Bottom line: the number of covid-19 cases in Australia is about to take off, reaching for the sky. And the only way to stop it is to effectively put a stop on social life in public and grind the economy to a hard stop instantaneously. If anyone wants to know what life looks like under more Draconian government rules, last week I received an email from my sister living in Belgium.
Belgium is effectively in what they call "lockdown light". It involves the government closing all shops and public places that are "non-essential". People are no longer allowed to congregate. Schools are closed. Every household is allocated 30 minutes for essential grocery shopping. Inside supermarkets there is a strict limit on one customer per four square metres, which means keeping a distance of at least 1.5 metres is obligatory.
As my sister wrote to me, once you are inside the supermarket, aisles are empty; there is no toilet paper, soap, potatoes, rice, pasta, and whatever is available has gone up in price.
I have no direct contacts inside the government, and neither do I have any special power of foresight, but I think Australia is not that far off from the same conclusion drawn by authorities in Europe: we have to shut everything down in order to get this pandemic under control.
The economic impact of all this is absolutely enormous.
But I worry most about covid-19 in the USA. The more information one gathers about the situation over there, the more a picture emerges of a disaster waiting to happen. The country is simply not well-prepared. There has hardly been any testing. And Australia has already felt the repercussions of it: where did Missy Higgins' father pick up the virus? While travelling through the US. Where did the minister for home affairs Peter Dutton get infected?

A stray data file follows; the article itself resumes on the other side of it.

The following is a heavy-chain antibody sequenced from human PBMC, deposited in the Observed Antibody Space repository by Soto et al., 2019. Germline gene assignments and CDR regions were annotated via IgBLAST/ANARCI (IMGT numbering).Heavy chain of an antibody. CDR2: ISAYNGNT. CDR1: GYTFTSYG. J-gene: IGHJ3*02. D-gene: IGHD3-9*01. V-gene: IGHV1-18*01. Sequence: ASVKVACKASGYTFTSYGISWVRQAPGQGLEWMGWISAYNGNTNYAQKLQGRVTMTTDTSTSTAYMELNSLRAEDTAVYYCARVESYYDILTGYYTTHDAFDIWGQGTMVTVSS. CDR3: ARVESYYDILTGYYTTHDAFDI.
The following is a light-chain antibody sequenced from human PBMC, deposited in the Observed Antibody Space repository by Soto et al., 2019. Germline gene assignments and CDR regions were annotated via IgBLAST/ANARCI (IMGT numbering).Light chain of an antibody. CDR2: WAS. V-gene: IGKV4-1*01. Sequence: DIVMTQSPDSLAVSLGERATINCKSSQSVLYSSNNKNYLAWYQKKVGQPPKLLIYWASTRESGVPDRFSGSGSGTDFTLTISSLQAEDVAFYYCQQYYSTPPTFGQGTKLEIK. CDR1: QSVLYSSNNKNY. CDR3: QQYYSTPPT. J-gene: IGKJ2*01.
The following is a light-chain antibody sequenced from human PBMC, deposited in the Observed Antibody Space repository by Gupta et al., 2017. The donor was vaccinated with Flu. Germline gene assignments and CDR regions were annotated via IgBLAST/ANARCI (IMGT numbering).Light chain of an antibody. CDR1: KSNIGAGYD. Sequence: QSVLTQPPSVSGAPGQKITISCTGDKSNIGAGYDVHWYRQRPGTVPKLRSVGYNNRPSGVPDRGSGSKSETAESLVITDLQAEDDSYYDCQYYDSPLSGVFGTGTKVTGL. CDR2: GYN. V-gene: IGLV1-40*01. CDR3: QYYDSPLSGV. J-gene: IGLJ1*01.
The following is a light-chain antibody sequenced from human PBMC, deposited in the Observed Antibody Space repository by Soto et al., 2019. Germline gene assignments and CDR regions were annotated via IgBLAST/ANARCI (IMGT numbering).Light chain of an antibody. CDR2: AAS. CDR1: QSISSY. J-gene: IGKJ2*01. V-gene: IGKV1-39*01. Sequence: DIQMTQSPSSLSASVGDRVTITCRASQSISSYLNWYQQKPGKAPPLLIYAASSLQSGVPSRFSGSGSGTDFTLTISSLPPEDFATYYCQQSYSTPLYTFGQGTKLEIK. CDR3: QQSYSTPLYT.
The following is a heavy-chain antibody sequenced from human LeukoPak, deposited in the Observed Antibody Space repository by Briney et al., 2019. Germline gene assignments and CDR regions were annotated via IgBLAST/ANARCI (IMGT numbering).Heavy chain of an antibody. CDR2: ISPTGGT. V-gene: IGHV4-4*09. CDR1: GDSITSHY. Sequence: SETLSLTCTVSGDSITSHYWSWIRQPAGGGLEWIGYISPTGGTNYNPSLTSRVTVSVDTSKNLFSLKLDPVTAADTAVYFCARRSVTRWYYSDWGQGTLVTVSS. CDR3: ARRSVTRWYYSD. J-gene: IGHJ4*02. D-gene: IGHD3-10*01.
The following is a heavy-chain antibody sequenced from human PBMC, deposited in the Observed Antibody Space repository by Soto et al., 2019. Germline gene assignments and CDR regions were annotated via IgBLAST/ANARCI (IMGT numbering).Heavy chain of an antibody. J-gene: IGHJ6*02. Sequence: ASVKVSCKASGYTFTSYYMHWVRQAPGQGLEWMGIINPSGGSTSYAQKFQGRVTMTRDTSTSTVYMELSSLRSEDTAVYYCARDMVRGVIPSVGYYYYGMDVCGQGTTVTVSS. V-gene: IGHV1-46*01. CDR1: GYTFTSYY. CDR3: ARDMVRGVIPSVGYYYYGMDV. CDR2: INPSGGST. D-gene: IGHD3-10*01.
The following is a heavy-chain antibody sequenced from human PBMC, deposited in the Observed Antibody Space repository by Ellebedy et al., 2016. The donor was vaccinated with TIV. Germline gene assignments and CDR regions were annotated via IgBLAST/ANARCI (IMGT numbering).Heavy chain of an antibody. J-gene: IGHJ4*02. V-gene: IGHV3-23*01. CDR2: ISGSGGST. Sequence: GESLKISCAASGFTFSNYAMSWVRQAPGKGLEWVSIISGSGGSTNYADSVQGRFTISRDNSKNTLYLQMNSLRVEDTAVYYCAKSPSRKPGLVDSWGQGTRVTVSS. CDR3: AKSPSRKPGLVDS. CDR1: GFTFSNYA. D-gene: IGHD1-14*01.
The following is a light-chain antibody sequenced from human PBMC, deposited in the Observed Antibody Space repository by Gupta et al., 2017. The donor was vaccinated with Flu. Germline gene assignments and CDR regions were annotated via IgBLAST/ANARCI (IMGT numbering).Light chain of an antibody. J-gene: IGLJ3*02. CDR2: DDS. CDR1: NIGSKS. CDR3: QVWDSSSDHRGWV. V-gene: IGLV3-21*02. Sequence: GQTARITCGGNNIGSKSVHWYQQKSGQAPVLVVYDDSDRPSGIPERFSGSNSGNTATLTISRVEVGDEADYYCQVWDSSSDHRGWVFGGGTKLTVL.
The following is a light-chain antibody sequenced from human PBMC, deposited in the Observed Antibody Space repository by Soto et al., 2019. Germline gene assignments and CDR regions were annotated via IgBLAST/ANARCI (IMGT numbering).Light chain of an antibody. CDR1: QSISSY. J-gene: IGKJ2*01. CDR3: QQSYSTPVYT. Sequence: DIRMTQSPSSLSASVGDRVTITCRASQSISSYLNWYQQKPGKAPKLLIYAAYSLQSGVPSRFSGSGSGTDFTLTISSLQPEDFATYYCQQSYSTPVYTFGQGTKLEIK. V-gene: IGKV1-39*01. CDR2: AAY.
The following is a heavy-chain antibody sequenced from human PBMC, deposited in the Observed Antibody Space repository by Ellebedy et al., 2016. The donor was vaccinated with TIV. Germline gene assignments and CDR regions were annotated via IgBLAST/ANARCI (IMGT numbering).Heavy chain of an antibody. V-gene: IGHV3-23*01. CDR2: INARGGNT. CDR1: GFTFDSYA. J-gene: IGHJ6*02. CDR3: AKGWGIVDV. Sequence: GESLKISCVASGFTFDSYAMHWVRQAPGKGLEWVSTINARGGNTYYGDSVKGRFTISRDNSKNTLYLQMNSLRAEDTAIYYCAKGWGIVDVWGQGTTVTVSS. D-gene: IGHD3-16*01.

The thought that the world's largest economy is still only in the early stage of what will likely not be a short, sharp negative news flow is keeping me from joining others who have been keeping their fingers crossed, while watching all kinds of (supposed) technical support levels.
Can anyone of us truly imagine what a world economy looks like when the US goes into lockdown, even if it's only the Belgian style "light" version?
The optimists might say but that's when share markets might take the view this will all be over in, say, one more month. Buy. Buy. Buy!
Maybe, but we're not there yet. Far from, at this stage. I sense there is still too much uncertainty about how and when this disaster story can turn positive. My best advice remains thus: remain vigilant and cautious. Don't try to be a hero. If you are managing your own money, do make sure you can sleep at night.
Cash generates no return as such, but it also doesn't fall by another [fill in your own horror scenario].
For those who can stomach the latest scandal in American politics, check this out: https://www.nytimes.com/2020/03/20/opinion/trump-republicans-coronavirus.html
(Do note that, in line with all my analyses, appearances and presentations, all of the above names and calculations are provided for educational purposes only. Investors should always consult with their licensed investment advisor first, before making any decisions.)